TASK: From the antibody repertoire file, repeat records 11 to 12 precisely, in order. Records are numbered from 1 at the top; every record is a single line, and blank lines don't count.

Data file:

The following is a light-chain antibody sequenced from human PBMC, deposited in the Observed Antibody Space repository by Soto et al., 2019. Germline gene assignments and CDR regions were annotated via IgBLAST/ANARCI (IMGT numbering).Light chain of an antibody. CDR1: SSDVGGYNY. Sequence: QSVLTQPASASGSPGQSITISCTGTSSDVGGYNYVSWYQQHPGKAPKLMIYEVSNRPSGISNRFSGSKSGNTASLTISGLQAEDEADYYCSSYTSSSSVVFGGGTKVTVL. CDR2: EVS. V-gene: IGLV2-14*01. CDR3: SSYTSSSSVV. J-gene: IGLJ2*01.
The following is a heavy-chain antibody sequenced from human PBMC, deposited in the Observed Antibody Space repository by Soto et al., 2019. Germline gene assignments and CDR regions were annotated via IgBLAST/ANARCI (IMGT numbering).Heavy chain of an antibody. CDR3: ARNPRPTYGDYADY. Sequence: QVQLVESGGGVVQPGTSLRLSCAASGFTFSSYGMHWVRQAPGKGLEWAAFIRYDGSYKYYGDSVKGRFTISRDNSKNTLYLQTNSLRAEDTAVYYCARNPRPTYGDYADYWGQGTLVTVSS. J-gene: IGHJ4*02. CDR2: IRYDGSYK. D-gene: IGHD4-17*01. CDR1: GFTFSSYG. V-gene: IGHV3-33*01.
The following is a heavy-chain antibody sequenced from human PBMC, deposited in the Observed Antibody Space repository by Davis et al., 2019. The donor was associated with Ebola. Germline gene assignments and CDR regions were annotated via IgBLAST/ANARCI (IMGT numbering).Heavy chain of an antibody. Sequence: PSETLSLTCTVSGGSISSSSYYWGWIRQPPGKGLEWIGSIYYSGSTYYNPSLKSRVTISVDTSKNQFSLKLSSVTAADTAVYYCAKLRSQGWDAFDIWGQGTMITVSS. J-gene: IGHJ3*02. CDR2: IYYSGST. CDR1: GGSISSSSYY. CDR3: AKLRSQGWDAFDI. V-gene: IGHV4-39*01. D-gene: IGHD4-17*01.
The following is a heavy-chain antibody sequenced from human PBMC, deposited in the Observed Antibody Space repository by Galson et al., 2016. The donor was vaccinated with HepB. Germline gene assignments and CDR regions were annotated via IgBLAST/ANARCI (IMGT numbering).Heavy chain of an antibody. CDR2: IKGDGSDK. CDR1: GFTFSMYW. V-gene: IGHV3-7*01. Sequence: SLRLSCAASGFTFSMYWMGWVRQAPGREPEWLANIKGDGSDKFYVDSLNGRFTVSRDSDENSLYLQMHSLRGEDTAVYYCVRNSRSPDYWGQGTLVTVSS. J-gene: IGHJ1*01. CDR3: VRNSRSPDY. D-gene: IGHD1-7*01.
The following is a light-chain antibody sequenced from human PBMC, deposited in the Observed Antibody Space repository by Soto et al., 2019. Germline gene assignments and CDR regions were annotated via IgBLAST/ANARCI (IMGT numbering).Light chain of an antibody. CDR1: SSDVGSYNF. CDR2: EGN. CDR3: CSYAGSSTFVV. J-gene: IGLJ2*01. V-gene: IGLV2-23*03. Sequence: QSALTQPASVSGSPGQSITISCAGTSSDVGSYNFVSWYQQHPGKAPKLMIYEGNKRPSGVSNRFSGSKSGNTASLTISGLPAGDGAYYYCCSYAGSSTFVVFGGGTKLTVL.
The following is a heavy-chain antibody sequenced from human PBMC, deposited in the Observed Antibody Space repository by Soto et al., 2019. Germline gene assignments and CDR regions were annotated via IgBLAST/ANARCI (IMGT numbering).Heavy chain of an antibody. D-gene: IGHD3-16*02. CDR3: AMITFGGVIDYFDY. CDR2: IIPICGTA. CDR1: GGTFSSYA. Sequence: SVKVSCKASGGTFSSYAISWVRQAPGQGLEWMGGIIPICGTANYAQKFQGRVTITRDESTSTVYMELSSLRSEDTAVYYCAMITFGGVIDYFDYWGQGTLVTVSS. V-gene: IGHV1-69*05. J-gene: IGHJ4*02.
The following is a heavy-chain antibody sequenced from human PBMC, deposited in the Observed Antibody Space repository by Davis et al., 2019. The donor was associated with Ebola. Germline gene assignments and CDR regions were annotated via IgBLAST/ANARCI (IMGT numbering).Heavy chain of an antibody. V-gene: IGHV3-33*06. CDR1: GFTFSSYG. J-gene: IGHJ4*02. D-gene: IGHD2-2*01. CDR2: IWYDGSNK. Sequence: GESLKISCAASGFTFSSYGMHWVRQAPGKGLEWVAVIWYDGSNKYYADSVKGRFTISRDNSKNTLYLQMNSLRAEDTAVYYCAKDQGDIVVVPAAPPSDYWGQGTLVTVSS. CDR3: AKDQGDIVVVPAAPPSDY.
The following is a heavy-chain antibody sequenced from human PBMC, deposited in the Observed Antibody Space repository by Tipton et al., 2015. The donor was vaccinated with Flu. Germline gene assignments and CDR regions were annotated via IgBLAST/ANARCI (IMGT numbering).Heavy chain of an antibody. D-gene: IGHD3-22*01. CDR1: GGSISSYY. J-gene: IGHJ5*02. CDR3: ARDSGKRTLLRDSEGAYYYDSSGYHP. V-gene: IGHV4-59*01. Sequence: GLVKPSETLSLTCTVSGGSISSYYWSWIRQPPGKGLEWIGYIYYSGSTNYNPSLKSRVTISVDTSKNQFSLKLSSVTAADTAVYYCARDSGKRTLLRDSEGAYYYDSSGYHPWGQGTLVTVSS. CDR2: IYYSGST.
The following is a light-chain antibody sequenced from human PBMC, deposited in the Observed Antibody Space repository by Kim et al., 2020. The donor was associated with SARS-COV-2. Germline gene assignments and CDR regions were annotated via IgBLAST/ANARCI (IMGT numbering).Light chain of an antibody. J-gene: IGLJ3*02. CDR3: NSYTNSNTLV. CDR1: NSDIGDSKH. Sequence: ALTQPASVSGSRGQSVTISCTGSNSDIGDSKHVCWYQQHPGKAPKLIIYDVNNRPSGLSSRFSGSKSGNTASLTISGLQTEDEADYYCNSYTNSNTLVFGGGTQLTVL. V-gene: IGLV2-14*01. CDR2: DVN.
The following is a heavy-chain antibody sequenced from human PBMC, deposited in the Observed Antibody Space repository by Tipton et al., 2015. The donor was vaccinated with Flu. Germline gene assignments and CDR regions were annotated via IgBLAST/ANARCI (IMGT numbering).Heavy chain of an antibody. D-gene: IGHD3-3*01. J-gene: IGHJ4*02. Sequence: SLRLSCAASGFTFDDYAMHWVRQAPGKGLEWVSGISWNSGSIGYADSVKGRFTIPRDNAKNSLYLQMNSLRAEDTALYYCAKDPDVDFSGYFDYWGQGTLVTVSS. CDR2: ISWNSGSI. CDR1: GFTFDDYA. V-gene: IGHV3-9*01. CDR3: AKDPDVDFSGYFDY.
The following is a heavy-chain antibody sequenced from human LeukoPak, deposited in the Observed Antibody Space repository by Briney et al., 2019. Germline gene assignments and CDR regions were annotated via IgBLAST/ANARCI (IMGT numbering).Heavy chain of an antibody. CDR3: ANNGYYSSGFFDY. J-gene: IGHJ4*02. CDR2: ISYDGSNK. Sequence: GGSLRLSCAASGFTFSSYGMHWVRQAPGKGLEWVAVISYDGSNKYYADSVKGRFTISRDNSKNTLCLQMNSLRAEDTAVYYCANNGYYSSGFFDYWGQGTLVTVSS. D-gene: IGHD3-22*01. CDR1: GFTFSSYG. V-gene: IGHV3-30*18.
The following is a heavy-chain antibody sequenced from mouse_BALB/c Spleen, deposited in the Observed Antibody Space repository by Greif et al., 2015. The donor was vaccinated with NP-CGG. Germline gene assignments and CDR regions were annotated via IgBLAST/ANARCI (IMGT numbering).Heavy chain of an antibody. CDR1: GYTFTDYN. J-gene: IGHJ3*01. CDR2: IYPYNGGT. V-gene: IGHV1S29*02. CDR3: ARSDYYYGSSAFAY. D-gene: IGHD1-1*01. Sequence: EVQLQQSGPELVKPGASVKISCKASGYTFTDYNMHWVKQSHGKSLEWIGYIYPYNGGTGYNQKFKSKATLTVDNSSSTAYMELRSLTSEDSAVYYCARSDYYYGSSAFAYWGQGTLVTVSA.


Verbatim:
The following is a heavy-chain antibody sequenced from human LeukoPak, deposited in the Observed Antibody Space repository by Briney et al., 2019. Germline gene assignments and CDR regions were annotated via IgBLAST/ANARCI (IMGT numbering).Heavy chain of an antibody. CDR3: ANNGYYSSGFFDY. J-gene: IGHJ4*02. CDR2: ISYDGSNK. Sequence: GGSLRLSCAASGFTFSSYGMHWVRQAPGKGLEWVAVISYDGSNKYYADSVKGRFTISRDNSKNTLCLQMNSLRAEDTAVYYCANNGYYSSGFFDYWGQGTLVTVSS. D-gene: IGHD3-22*01. CDR1: GFTFSSYG. V-gene: IGHV3-30*18.
The following is a heavy-chain antibody sequenced from mouse_BALB/c Spleen, deposited in the Observed Antibody Space repository by Greif et al., 2015. The donor was vaccinated with NP-CGG. Germline gene assignments and CDR regions were annotated via IgBLAST/ANARCI (IMGT numbering).Heavy chain of an antibody. CDR1: GYTFTDYN. J-gene: IGHJ3*01. CDR2: IYPYNGGT. V-gene: IGHV1S29*02. CDR3: ARSDYYYGSSAFAY. D-gene: IGHD1-1*01. Sequence: EVQLQQSGPELVKPGASVKISCKASGYTFTDYNMHWVKQSHGKSLEWIGYIYPYNGGTGYNQKFKSKATLTVDNSSSTAYMELRSLTSEDSAVYYCARSDYYYGSSAFAYWGQGTLVTVSA.